If you only got the cane a couple of times that day you’d had a good day. We had teachers who liked giving out the cane. Two sums wrong, you got the cane. Two spellings wrong and you got the cane. You’d go home and you’d say, "mum Trotty give us the cane" and she’d just say "well you must have deserved it." That was the only sympathy you got."
We loved the time we spent with Val. Among other things, she described to us her memory of spending time with her father at the local town fair in the suburbs of Perth during the 1940s, when she was little.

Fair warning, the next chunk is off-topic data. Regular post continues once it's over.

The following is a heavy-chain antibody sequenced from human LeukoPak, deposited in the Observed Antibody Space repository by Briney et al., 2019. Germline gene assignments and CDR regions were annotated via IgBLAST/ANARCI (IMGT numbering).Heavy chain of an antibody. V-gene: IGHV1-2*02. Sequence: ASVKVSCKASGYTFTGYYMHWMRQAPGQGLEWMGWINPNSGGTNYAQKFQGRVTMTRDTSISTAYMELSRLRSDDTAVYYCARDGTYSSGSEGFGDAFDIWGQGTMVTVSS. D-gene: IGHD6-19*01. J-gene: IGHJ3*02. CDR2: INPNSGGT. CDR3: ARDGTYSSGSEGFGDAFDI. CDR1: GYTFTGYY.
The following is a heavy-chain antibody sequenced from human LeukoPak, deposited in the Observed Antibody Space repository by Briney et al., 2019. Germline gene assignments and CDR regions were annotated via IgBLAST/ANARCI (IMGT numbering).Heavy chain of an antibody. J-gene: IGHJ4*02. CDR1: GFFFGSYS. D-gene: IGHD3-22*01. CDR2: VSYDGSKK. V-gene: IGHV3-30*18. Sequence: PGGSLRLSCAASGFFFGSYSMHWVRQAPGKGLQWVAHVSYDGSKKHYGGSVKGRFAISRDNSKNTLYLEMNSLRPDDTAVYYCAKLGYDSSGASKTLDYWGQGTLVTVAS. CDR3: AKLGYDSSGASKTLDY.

"The town hall wasn't far from us, you know, just around the corner, the Maylands town hall. And they used to have beaut fairs there. And one year you could take an animal and dress it up. So we took our dog. And we had a doll's pram. It was a fox terrier. I don't know if you know foxies, they're only a little dog, it's a zit-dag dog, you can do anything with it. And we dressed it up and had a baby's dress on it and had booties on it. It loved the doll's pram, you know, it used to just lay back like this, you know. And we won first prize! We had a bonnet on him, and everything. And then they found out it was a boy dog, and they took the prize off us, because we had it dressed up as a girl! It's name was Ringer."
We have had an incredible time capturing the stories and memories of this fabulous lady this month. Born in the 1930s, she recalls Anzac Day in her household when she was a child.